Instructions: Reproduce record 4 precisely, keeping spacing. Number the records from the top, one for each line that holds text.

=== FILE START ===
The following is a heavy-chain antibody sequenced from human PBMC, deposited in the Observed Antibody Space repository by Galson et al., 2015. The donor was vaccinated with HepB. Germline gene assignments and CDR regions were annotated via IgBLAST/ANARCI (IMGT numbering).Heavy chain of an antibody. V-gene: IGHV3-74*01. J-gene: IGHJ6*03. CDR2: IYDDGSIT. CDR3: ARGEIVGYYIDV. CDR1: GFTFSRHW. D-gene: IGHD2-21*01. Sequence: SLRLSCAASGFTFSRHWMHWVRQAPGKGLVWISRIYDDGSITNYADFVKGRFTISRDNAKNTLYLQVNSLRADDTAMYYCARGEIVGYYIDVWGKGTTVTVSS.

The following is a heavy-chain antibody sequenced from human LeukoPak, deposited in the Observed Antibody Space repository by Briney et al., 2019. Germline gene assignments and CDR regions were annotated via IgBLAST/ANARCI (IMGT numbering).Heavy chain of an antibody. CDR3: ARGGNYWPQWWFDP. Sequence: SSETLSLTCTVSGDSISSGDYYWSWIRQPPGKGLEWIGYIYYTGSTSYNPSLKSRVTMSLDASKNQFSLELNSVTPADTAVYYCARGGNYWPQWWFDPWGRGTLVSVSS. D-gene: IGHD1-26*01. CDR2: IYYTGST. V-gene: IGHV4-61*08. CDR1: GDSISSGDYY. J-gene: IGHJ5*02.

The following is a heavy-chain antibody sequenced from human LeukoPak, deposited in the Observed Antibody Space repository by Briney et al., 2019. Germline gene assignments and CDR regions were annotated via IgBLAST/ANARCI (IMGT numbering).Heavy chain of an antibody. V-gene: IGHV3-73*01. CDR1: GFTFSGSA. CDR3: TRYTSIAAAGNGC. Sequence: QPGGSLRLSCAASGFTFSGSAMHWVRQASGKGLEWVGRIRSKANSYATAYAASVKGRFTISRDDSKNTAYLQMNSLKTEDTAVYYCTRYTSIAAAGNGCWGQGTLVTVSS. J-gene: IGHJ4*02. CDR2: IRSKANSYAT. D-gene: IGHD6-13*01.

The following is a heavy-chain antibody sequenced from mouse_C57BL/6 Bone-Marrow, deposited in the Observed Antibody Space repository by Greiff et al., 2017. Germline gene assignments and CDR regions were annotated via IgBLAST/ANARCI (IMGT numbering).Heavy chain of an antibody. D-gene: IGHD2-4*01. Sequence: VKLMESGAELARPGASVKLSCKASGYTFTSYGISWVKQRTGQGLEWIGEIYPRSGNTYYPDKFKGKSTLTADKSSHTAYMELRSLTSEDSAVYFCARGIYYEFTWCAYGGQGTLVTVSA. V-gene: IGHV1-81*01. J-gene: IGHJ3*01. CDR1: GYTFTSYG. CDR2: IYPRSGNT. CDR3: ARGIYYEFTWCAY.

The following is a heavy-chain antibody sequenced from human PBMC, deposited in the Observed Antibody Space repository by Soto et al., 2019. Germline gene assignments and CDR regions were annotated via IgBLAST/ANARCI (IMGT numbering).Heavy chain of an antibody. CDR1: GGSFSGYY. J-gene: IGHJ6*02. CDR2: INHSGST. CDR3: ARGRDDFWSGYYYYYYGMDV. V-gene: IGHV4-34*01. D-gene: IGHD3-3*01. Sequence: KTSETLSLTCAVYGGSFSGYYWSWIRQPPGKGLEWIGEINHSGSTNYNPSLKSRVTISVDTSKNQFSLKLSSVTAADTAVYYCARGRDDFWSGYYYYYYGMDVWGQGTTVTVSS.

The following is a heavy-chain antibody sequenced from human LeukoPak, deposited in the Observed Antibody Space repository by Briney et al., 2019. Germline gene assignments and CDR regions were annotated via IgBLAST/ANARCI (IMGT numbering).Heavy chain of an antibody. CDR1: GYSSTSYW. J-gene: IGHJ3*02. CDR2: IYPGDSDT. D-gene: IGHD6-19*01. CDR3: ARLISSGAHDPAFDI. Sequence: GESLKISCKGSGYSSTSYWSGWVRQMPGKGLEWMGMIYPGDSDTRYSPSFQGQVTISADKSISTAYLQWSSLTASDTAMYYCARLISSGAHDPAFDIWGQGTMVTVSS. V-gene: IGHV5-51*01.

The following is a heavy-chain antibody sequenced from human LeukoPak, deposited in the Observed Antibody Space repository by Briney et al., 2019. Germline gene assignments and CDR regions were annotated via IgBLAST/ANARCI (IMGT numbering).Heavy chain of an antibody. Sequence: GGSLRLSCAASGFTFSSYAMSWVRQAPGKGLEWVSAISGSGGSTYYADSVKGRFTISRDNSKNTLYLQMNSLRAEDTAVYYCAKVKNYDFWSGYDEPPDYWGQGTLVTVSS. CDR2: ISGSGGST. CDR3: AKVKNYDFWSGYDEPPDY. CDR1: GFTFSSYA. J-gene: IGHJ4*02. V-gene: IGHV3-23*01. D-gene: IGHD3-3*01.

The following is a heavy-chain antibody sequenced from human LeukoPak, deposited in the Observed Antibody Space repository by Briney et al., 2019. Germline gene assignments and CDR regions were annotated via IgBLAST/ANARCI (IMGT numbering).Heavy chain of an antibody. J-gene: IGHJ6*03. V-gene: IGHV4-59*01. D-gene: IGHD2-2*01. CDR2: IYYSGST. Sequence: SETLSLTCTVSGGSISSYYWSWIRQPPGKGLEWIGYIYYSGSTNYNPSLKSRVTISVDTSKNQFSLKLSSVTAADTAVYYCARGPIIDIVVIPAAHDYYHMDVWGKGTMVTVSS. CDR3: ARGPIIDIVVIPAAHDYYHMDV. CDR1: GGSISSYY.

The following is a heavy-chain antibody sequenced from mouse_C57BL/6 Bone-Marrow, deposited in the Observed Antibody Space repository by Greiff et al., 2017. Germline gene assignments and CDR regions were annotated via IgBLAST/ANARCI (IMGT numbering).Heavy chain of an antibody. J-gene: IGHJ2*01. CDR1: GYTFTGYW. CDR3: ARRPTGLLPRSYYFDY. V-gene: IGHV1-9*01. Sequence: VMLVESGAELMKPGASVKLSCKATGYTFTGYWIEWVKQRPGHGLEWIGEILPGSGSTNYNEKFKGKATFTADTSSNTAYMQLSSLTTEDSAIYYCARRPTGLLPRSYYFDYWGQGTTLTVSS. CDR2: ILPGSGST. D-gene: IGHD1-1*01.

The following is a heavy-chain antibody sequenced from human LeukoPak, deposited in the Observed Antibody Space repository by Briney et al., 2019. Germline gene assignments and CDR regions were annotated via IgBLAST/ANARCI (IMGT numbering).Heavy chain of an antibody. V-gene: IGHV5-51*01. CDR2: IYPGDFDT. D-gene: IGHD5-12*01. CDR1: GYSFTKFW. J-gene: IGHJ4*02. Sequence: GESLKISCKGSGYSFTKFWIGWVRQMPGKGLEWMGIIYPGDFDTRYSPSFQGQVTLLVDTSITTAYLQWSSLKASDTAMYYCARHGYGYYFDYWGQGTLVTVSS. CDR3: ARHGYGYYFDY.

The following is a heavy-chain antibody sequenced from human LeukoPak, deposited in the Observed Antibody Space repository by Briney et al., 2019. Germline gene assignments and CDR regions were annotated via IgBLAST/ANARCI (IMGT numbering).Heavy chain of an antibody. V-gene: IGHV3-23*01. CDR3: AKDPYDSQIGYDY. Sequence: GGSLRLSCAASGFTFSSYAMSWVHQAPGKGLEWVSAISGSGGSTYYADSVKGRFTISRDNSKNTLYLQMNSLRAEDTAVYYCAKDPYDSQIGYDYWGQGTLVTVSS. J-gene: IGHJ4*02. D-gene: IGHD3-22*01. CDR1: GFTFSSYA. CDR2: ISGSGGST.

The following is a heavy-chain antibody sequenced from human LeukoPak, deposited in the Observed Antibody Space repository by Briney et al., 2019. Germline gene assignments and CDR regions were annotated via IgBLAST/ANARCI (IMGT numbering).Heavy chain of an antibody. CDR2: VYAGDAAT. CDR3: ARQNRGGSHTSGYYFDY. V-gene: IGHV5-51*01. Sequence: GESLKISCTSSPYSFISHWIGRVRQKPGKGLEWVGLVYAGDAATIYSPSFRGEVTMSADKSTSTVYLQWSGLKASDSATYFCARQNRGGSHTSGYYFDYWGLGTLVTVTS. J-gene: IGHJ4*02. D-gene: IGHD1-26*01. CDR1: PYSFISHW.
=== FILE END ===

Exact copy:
The following is a heavy-chain antibody sequenced from mouse_C57BL/6 Bone-Marrow, deposited in the Observed Antibody Space repository by Greiff et al., 2017. Germline gene assignments and CDR regions were annotated via IgBLAST/ANARCI (IMGT numbering).Heavy chain of an antibody. D-gene: IGHD2-4*01. Sequence: VKLMESGAELARPGASVKLSCKASGYTFTSYGISWVKQRTGQGLEWIGEIYPRSGNTYYPDKFKGKSTLTADKSSHTAYMELRSLTSEDSAVYFCARGIYYEFTWCAYGGQGTLVTVSA. V-gene: IGHV1-81*01. J-gene: IGHJ3*01. CDR1: GYTFTSYG. CDR2: IYPRSGNT. CDR3: ARGIYYEFTWCAY.